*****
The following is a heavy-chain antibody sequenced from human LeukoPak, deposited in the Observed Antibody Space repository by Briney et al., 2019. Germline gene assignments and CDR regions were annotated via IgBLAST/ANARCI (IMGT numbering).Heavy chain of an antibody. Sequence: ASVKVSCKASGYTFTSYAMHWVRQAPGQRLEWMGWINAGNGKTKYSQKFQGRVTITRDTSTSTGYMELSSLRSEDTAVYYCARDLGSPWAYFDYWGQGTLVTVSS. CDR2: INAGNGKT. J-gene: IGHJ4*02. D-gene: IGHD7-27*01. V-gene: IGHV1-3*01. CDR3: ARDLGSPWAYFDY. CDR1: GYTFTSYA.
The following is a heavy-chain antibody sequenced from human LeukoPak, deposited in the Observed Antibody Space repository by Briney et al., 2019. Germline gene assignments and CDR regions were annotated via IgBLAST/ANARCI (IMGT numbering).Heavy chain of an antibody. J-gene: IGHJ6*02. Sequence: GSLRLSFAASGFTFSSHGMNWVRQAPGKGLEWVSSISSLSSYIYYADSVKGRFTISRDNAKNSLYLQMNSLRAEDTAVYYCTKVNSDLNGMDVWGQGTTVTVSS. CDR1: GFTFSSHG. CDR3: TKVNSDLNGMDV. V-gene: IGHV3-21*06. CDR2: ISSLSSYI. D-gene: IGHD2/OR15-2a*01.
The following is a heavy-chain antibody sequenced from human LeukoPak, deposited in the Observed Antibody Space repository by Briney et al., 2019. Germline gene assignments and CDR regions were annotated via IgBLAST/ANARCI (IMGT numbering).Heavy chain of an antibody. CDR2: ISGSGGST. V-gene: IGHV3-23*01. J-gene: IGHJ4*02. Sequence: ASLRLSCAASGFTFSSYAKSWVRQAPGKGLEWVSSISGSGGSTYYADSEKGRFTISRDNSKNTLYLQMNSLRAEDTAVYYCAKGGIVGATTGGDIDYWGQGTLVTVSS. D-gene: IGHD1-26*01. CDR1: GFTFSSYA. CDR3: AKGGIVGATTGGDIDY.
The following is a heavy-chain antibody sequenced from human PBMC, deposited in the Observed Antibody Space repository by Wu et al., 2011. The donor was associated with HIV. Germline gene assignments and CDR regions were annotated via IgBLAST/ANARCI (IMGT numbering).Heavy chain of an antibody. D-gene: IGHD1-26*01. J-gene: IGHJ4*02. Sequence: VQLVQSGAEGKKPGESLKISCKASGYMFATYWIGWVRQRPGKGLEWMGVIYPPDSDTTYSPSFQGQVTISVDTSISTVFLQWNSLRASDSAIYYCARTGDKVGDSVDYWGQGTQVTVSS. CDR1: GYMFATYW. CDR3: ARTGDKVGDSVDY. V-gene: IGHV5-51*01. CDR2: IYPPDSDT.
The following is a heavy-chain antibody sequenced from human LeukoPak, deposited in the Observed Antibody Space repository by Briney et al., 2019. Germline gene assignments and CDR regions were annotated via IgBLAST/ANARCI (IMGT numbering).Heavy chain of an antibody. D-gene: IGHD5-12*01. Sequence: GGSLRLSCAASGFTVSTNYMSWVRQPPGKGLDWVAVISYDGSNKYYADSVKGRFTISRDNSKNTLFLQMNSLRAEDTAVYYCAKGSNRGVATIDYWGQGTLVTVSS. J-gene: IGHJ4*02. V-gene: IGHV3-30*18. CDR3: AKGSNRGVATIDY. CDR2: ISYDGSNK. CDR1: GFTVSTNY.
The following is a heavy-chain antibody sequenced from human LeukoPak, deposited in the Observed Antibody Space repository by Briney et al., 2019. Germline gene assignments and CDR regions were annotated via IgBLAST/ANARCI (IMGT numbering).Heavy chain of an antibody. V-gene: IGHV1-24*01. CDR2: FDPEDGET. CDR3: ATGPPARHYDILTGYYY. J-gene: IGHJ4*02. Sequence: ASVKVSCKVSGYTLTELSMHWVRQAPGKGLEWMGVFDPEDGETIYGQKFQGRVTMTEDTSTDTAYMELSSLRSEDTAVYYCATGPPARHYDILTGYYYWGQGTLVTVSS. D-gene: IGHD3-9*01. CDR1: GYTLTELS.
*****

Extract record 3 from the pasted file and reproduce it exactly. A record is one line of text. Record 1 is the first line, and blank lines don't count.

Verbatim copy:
The following is a heavy-chain antibody sequenced from human LeukoPak, deposited in the Observed Antibody Space repository by Briney et al., 2019. Germline gene assignments and CDR regions were annotated via IgBLAST/ANARCI (IMGT numbering).Heavy chain of an antibody. CDR2: ISGSGGST. V-gene: IGHV3-23*01. J-gene: IGHJ4*02. Sequence: ASLRLSCAASGFTFSSYAKSWVRQAPGKGLEWVSSISGSGGSTYYADSEKGRFTISRDNSKNTLYLQMNSLRAEDTAVYYCAKGGIVGATTGGDIDYWGQGTLVTVSS. D-gene: IGHD1-26*01. CDR1: GFTFSSYA. CDR3: AKGGIVGATTGGDIDY.